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Published: November 24, 2009
 / Winter 2009 / Issue 57

 
 

Auto Suppliers in Crisis:
1. The Coming Shakeout

This bedrock U.S. manufacturing sector is facing consolidation, further cutbacks, and renewal.

Although auto suppliers comprise the largest single manufacturing sector in the United States, with about 400,000 workers as of July 2009 — more than three times as many employees as automobile manufacturers themselves — this sector is also one of the country’s most troubled. Indeed, that employment figure reflects a drop of 140,000 jobs in 12 months. And those job losses, unfortunately, are among the first in a radical restructuring that will rapidly change the face of the North American auto industry.

The retrenchment of the Detroit Three has pushed North American suppliers to the brink of bankruptcy. Veteran companies like Visteon, Delphi, and Lear are already in Chapter 11, and the balance sheets of TRW Automotive and Tenneco are burdened with unsustainable amounts of debt. Several smaller suppliers have filed for protection from creditors or have completely exited the business. This sectoral correction has been a long time coming; it will likely result in an industry populated only by successful, more targeted suppliers. Those that were in crisis for the last decade or so will be gone. The restructuring will be marked by the elimination of nonproductive assets and capacity, a shift in suppliers’ portfolio of products from broad to focused, and an inflow of private capital that will lead the transformation.

If American auto suppliers could relive the last quarter century, they would probably do things very differently. They tied their fortunes unconditionally to General Motors, Ford, and Chrysler and are paying dearly for that decision. But then, it wasn’t so much a decision as an evolution. As recently as the late 1980s, the Detroit Three still had an enviable 70 percent market share in North America. Yet even at that time, their overhead and legacy labor costs (particularly pensions) were clearly a burden, making it difficult for them to compete against newly aggressive Japanese and Korean competitors. To remain profitable while meeting these real and projected outlays, the U.S. automakers cut corners, sacrificing quality and design. By the start of the 21st century, their market share had begun to erode significantly; it tumbled below 50 percent in 2007.

Unable to reduce capacity, the Detroit Three swung for the fences and introduced many new models, hoping for the hit that could make up for their increasing number of unprofitable brands and styles. By 2004, they were making upward of 130 models, compared to only about 30 manufactured by Toyota and Honda together. In North America, there were 30 percent more models than the market could profitably accommodate — and most of these belonged to the Detroit Three. The automakers tried deep discounting, price wars, and rebates in a desperate effort to hold their own. None of these strategies worked, and the structural weaknesses continued to build until the onset of the global recession and credit crisis, which precipitated a 40 percent crash in sales of annual North American car and light truck units, to roughly 10 million.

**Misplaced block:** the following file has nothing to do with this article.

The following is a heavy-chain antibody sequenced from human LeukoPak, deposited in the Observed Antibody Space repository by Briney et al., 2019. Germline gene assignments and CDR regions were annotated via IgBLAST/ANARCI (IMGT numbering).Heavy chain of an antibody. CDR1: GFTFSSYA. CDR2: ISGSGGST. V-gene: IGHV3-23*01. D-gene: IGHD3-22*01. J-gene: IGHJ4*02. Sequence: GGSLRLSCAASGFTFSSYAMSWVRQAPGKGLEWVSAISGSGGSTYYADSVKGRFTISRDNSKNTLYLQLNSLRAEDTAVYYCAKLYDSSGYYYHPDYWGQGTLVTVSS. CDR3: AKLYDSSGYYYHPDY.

Auto suppliers essentially went along for the ride, without considering the risky path charted by the Detroit Three. Companies such as Visteon, American Axle, Tenneco, and Delphi, inexorably linked to Detroit, had bet their future on high volume from the new platforms and models that were being introduced. The sales never materialized, capacity swelled, and structural problems worsened. For well over a decade, North American suppliers generated returns on investment of a mere 4 to 6 percent, not nearly enough to cover their cost of capital.

Other problems plagued the North American supplier industry as well. In some cases, new suppliers with factories in low-cost nations — predominantly China, India, and Mexico — emerged to gradually reduce the cost competitiveness of existing plants in the U.S. and Canada, and even to wrangle contracts with American automakers. Under some financial strain, U.S. suppliers didn’t have the wherewithal to shift capacity to these less-expensive locations fast enough. And selling new business to the rising number of transplant automakers in the U.S. — primarily Honda, Toyota, Nissan, and Hyundai — was not a real option. Most of these nondomestic automakers had existing relationships, often joint ventures, with suppliers in their home markets, and brought these companies with them to the United States. That, in turn, added further capacity to the already overextended North American supplier industry.